|Dean Spanley as a Sample Model for Unknown Planet
||[Sep. 12th, 2017|12:22 am]
One of the best films in the 21st century.
"Декан Спэнли" как образец для сериала НП Unknown Planet=Неизвестная Планета.
Dean Spanley is a 2008 British comedy drama film, with fantastic elements, from Miramax, Atlantic Film Group (UK) and General Film Corporation (NZ), directed by Fijian New Zealander Toa Fraser.
Set in Edwardian England (1904), the film is based on an Alan Sharp adaptation of Irish author Lord Dunsany's 1936 novella My Talks with Dean Spanley. It stars Sam Neill as the Dean, Jeremy Northam as Fisk Junior and Peter O'Toole as Fisk Senior respectively and Bryan Brown as Wrather.
Peter O'Toole (1932-2013) in the "Dean Spanley", 2008 Питер О'Тул и
The narrative is called "a surreal period comedic tale of canine reincarnation exploring the relationships between father and son and master and dog". Peter O'Toole said that the film's use of comedy to explore the relationship between a father and son was part of the attraction for him: "All of us have had these difficult familial relationships and I think it's a film for all of us who understand the relationship between a father and son.
It's been interesting watching how various members of the crew have been looking at the monitors during scenes, because they come up to me and say, 'I had the same thing with my father.'"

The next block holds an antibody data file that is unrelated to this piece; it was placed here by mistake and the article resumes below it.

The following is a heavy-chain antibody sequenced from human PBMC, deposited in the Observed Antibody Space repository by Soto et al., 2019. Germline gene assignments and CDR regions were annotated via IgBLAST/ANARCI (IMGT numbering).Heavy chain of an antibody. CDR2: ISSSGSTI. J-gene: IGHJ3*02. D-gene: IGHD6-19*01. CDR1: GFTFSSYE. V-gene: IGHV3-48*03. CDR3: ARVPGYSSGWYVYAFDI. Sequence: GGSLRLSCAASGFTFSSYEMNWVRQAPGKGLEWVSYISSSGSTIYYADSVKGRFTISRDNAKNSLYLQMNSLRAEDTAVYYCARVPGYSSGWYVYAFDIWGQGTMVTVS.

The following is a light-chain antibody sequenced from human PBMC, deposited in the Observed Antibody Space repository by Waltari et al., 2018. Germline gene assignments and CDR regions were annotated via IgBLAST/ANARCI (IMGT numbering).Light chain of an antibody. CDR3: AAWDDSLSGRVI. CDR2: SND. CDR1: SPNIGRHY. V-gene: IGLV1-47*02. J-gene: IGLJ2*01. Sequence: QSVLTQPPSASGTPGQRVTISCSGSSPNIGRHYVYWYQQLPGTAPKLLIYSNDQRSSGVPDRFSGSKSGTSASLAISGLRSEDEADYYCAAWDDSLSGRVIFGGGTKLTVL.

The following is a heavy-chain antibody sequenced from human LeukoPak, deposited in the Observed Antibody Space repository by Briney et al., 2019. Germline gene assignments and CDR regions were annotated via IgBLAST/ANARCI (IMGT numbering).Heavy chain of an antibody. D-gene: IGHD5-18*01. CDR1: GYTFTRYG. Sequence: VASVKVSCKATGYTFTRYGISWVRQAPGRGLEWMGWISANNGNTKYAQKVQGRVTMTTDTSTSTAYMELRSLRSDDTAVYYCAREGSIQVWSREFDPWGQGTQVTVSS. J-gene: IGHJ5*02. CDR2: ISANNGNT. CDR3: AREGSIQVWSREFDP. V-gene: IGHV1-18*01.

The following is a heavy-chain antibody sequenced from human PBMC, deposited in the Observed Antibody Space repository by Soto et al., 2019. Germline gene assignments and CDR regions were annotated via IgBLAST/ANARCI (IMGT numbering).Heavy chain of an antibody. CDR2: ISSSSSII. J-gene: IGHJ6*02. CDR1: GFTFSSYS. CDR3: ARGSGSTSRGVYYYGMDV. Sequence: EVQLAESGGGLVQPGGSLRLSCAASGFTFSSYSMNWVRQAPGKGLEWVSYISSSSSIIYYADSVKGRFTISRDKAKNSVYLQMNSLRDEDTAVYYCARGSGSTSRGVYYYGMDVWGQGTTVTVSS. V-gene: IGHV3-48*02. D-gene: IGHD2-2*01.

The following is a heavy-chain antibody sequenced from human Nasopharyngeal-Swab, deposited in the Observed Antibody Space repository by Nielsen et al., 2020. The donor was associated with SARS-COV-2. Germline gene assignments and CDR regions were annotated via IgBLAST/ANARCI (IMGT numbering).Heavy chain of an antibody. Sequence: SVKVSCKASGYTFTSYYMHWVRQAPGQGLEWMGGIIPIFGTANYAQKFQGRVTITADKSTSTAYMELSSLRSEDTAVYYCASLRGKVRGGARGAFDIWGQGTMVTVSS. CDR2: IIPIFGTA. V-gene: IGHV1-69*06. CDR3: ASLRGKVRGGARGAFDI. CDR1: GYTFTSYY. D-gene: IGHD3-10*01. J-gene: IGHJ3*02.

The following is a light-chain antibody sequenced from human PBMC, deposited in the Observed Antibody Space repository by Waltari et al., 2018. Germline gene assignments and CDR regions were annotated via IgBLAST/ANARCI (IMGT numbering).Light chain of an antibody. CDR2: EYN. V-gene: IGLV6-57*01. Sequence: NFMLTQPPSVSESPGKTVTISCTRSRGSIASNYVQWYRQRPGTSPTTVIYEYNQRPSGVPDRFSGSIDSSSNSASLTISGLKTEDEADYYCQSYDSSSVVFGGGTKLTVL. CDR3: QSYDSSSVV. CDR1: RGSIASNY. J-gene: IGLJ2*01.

Англия, 1904 год. Хенслав Фиск и его престарелый отец Горацио (О'Тул) решают пойти на лекцию по реинкарнации, про «Переселение Душ». Там они встречают декана - священника - Спэнли ("спаниэль"). Позже, сталкиваясь с ним в клубе своего отца, а затем у входа в собор, молодой Фиск расценивает это как знак, больше, чем совпадение, и решает пригласить его на обед, соблазняя обещанием угостить его любимым Токайским вином. Настоящим имперским от Габсбургов.
В закромах в поисках Токайского чтения реинкарнаций ради
На обеде, после вина — декан начинает рассказывать странные воспоминания своей прошлой жизни, когда он был собакой в доме отца Фиска (Питера О'Тула). На одном из сеансов воспоминаний и сам отец-Фиск - Питер О'Тул - признает, что всё так и было: декан Спэнли когда-то был его любимой собакой, сбежавшей из его дома.